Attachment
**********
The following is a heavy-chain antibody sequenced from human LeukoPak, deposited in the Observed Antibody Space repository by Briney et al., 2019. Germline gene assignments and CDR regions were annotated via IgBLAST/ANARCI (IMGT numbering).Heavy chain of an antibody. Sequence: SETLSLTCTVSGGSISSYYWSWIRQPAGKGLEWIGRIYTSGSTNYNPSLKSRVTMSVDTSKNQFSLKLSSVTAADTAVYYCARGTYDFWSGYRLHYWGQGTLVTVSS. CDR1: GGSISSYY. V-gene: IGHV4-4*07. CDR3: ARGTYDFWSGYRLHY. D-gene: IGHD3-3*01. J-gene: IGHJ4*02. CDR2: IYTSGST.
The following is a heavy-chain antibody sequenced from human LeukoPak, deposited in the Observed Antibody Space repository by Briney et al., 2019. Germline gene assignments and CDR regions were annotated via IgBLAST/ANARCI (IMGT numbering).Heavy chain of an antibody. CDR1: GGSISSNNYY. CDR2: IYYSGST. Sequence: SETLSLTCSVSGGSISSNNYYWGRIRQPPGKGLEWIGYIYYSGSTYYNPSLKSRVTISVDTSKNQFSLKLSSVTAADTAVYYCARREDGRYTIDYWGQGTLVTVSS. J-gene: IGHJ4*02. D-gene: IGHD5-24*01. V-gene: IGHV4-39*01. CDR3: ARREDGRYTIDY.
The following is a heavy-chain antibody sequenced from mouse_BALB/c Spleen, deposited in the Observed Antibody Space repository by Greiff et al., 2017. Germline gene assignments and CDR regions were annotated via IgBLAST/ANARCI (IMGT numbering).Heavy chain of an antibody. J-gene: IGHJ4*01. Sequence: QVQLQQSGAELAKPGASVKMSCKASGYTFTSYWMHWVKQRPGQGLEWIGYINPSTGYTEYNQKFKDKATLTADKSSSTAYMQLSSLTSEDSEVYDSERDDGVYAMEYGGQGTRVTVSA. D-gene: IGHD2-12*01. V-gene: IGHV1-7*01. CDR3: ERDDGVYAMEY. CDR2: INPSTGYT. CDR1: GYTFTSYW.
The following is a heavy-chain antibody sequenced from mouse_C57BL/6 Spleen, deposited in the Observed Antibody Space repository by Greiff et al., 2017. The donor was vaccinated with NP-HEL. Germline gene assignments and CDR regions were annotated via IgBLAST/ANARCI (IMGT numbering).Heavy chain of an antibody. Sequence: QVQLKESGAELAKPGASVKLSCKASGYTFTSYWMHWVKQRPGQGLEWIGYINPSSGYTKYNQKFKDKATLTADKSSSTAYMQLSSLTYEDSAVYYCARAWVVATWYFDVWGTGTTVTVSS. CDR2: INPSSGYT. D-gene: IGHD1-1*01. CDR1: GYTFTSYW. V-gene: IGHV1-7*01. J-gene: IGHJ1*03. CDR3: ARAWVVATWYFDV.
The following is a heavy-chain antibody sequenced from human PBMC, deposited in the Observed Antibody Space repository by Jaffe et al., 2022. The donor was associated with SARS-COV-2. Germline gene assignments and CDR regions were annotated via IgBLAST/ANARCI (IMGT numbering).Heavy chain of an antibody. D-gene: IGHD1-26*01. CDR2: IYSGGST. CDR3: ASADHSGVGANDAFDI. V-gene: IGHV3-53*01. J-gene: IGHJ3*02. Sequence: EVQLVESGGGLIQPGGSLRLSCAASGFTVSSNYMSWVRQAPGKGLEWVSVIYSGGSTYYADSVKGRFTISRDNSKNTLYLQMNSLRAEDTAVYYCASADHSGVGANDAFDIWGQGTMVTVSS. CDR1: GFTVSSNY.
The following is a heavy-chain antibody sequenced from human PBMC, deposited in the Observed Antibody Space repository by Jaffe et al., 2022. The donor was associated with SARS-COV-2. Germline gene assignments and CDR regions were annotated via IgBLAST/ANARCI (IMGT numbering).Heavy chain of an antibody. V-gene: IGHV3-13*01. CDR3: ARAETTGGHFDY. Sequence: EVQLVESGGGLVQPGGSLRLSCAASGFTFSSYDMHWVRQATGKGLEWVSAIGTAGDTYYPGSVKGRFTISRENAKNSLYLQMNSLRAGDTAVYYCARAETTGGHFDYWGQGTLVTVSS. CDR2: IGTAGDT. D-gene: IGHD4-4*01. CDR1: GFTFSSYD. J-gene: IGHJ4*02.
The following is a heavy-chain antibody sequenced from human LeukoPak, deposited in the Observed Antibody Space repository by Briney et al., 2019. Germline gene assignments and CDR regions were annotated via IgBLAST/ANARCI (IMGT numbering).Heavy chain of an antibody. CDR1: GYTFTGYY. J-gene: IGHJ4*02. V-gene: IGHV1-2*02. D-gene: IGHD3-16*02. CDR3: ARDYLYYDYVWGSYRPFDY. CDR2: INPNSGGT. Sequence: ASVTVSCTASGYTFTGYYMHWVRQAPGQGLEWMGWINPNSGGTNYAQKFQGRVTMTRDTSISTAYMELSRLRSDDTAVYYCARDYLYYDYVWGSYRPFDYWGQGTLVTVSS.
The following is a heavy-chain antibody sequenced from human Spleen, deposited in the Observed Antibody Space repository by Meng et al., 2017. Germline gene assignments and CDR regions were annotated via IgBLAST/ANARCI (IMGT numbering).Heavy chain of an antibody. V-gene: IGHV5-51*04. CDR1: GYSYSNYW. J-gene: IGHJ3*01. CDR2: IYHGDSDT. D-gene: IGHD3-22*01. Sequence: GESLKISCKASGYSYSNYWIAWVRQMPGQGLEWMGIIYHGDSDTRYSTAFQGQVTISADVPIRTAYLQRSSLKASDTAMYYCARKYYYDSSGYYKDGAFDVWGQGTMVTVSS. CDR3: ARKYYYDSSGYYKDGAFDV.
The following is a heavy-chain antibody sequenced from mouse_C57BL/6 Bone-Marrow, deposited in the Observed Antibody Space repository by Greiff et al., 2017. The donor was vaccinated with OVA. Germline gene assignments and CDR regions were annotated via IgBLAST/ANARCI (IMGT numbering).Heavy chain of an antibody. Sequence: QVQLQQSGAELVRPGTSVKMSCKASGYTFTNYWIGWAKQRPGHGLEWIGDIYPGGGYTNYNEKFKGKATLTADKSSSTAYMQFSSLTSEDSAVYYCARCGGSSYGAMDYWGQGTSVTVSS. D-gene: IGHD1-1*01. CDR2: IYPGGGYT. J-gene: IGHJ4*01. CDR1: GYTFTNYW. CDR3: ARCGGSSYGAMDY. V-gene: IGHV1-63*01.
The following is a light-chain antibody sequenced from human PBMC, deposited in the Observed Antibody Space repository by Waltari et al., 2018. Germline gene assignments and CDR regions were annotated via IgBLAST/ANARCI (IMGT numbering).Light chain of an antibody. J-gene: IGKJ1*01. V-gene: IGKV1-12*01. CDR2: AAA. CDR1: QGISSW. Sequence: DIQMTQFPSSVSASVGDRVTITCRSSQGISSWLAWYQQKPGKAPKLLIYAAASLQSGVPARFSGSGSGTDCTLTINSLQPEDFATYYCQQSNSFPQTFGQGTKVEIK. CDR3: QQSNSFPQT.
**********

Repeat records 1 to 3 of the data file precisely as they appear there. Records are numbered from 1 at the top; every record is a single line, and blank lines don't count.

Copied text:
The following is a heavy-chain antibody sequenced from human LeukoPak, deposited in the Observed Antibody Space repository by Briney et al., 2019. Germline gene assignments and CDR regions were annotated via IgBLAST/ANARCI (IMGT numbering).Heavy chain of an antibody. Sequence: SETLSLTCTVSGGSISSYYWSWIRQPAGKGLEWIGRIYTSGSTNYNPSLKSRVTMSVDTSKNQFSLKLSSVTAADTAVYYCARGTYDFWSGYRLHYWGQGTLVTVSS. CDR1: GGSISSYY. V-gene: IGHV4-4*07. CDR3: ARGTYDFWSGYRLHY. D-gene: IGHD3-3*01. J-gene: IGHJ4*02. CDR2: IYTSGST.
The following is a heavy-chain antibody sequenced from human LeukoPak, deposited in the Observed Antibody Space repository by Briney et al., 2019. Germline gene assignments and CDR regions were annotated via IgBLAST/ANARCI (IMGT numbering).Heavy chain of an antibody. CDR1: GGSISSNNYY. CDR2: IYYSGST. Sequence: SETLSLTCSVSGGSISSNNYYWGRIRQPPGKGLEWIGYIYYSGSTYYNPSLKSRVTISVDTSKNQFSLKLSSVTAADTAVYYCARREDGRYTIDYWGQGTLVTVSS. J-gene: IGHJ4*02. D-gene: IGHD5-24*01. V-gene: IGHV4-39*01. CDR3: ARREDGRYTIDY.
The following is a heavy-chain antibody sequenced from mouse_BALB/c Spleen, deposited in the Observed Antibody Space repository by Greiff et al., 2017. Germline gene assignments and CDR regions were annotated via IgBLAST/ANARCI (IMGT numbering).Heavy chain of an antibody. J-gene: IGHJ4*01. Sequence: QVQLQQSGAELAKPGASVKMSCKASGYTFTSYWMHWVKQRPGQGLEWIGYINPSTGYTEYNQKFKDKATLTADKSSSTAYMQLSSLTSEDSEVYDSERDDGVYAMEYGGQGTRVTVSA. D-gene: IGHD2-12*01. V-gene: IGHV1-7*01. CDR3: ERDDGVYAMEY. CDR2: INPSTGYT. CDR1: GYTFTSYW.